Dispute over dress code can not isolate Iranian women

October 4, The Iran Project – The next year’s Women’s World Chess Championship due to be held in Iran has been subject to controversy in light of the dress code issue.

The Islamic Republic of Iran was awarded the hosting rights for the women’s World Chess Championship during the FIDE General Assembly in Baku in September this year.

By the way, Tehran holds a special place in India’s chess legacy. It was the venue for the country’s maiden world title in the sport – won by Viswanathan Anand in 2000. Five-time world champion Anand dwelt on what he described a ‘pleasant and memorable experience’ during the 2000 World Championship, asserting that it’s largely a personal decision of players.

Anger of Critics

Apparently, the story began when several grandmasters have made objection to the dress code required by the Islamic Republic for the March 2017 finals.

Nazi Paikidze-Barnes, the 2016 American Chess Champion, in an interview with Masih Alinejad, the foreign-based journalist critic of the Iranian government, has boycott the first Women’s World Championship after being told that the women should compete wearing hijab.

Meanwhile, the world chess body, FIDE, has ruled out moving next year’s women’s World Championship out of Iran.

Supports of Iranian Social Media Users

But the move has been widely criticized by large number of Iranian social media users, describing it as a hindrance on the way of women’s sports in Iran. The Iranian social media users also under a hashtag which means ‘No to boycott of Iranian women’s sports (#نه_به_تحریم_ورزش_زنان_ایران) trying to broadly echoed their protests globally.

For instance, Mitra Hejazipour, 23, a woman grandmaster who managed to win the 2015 Asian continental women’s championship believes that a boycott would be wrong and could hinder efforts to promote female sport in Iran.

“This is going to be the biggest sporting event women in Iran have ever seen; we haven’t been able to host any world championship in other sporting fields for women in the past,” Hejazipour said from Tehran.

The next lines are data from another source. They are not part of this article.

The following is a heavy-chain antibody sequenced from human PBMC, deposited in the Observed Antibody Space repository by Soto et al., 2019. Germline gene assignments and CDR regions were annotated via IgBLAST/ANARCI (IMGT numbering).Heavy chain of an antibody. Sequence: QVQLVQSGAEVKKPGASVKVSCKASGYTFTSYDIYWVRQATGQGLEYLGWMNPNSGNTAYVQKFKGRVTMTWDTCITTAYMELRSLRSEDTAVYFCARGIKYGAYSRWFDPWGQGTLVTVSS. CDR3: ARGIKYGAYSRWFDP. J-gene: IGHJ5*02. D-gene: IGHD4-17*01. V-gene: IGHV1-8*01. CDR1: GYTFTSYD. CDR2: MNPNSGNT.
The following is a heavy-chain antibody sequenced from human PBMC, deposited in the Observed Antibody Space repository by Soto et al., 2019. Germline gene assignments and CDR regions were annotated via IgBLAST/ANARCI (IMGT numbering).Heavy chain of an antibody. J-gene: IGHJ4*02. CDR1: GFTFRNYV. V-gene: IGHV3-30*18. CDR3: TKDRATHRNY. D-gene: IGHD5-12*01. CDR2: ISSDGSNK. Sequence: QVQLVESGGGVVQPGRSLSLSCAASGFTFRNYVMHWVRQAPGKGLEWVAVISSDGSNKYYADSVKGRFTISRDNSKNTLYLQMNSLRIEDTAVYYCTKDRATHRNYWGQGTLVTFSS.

“It’s not right to call for a boycott. These games are important for women in Iran; it’s an opportunity for us to show our strength.”

FIDE Endorsement

In a meantime, world’s top chess official Susan Polgar believes that the women players need to respect ‘cultural differences’ after many of the highest-ranking female players have called for a boycott of the next year’s world championships in Iran. 

“If any player has a problem with it, she can and should voice her opinion to the Commission for Women’s Chess or FIDE and we can address it in our next meeting,” she added.

“I kept hearing in recent years about media bias and dishonesty. I never really paid attention to it until today. All these articles from major media sources either got the facts wrong or simply completely made up,” Polgar said.

Hungarian Grandmaster Polgar said in a statement that she would have “no issues with wearing a headscarf as long as it is the same for all players”. 

She said: “When I visited different places with different cultures, I like to show my respect by dressing up in their traditional style of clothing. No one asked me to do it. I just do it out of respect.”

In addition, Elham Yazdiha, a Turkey-based Iranian sports journalist, believed that she was confident Hejazipour’s view reflected the voice of sportswomen in Iran. “Calls for a boycott will only disappoint Iranian women and destroy their hopes,” she said. 

It is also worth mentioning that the Iranian female basketball players were also barred by international bodies from playing in world events because of the dress code.

Iranian Women Progress

Despite the international restriction created against the Iranian women over the dress code, they have a strong social presence in the society.

Women in Iran have held senior government jobs; the country currently has a number of female vice-presidents and one female ambassador, as well.

Notwithstanding the restrictions, many people in Iran are proud of representing their country. In 2013, Shirin Gerami became the first female triathlete to compete for Iran in the sport’s world championship. In August this year, Kimia Alizadeh made history in Rio as she became the first Iranian woman to win an Olympic medal.

In the end, it should be noted that such propaganda that guided by certain groups and so-called human rights and women rights advocates will not hinder Iranian women sports and would not isolate them.

The international community is also expected to respect the cultural diversity of other countries, dress code in particular.

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